My under 30 year old hairdresser mentioned to me that she was having a "Dry January". I had never heard that term and she explained that she wanted to be bikini ready for a trip to Maui so she was having no alcohol for the month. According to a UK magazine called New Scientist, she is on the right track.
According to an article in National Public Radio Online, the staff at the magazine used themselves as guinea pigs and swore off booze to see what the health benefits would be. Of the 14 staff members, 10 of them gave up alcohol for 5 weeks and 4 continued to drink as they usually do. Their drinking patterns varied from a "low" of 8 bottles of beer to a shocking 64 beers a week. (Those Brits do like their pubs!)
They analyzed the results of lifestyle questionnaires, ultrasounds and blood samples and found some remarkable differences in just that short period of time. The abstainers saw their blood glucose levels fall by an average of 16%. Blood glucose is a key factor in the development of diabetes. They also found that those who stopped drinking for 5 weeks lowered their liver fat (seen on ultrasound and blood tests) by 15-20%. Fatty liver is caused by obesity and excessive alcohol intake and is a major health problem and cause of chronic liver disease.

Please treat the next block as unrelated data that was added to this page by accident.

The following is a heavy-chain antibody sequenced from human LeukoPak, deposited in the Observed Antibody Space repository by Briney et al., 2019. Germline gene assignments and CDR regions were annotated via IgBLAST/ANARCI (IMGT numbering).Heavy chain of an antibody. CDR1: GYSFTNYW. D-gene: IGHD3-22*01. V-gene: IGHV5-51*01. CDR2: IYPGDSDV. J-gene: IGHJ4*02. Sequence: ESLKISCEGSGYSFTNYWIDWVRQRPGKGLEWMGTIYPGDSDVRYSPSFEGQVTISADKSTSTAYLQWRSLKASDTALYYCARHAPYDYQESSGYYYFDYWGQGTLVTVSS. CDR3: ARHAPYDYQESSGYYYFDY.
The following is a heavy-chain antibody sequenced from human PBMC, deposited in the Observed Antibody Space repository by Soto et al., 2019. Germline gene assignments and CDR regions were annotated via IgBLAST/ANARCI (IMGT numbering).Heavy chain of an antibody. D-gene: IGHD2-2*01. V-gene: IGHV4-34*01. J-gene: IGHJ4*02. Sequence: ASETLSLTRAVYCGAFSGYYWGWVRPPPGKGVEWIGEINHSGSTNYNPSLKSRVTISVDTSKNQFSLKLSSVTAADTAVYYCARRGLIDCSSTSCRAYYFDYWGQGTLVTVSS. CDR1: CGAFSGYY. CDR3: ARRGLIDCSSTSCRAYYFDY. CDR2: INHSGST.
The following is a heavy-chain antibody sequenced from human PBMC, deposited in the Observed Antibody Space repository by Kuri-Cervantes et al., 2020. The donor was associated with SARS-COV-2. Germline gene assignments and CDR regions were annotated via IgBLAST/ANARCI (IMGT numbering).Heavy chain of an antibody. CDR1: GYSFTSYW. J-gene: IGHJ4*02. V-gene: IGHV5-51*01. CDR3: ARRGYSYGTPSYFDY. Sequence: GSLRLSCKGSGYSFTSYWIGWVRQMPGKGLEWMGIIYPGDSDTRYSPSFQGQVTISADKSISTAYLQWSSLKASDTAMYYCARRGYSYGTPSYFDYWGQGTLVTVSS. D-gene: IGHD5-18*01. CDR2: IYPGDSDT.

And what about people who want to lose weight, like my beach bound hairdresser? It turns out her "Dry January" was the thing to do. There are about 120 calories in a 5oz glass of white wine. Only 1.5oz of tequila or vodka contains 96 calories. A 12oz bottle of beer is 150 calories. By cutting out alcohol, you eliminate thousands of empty calories. Some abstainers reported more energy and that means more activity, which also sheds pounds.
The researchers don't know if one month off alcohol translates into long term better health. We know from other studies that the key is making changes that last and are part of our lifestyle. Rather than a dry month, it would be better for our health if we cut back on alcohol consumption all year.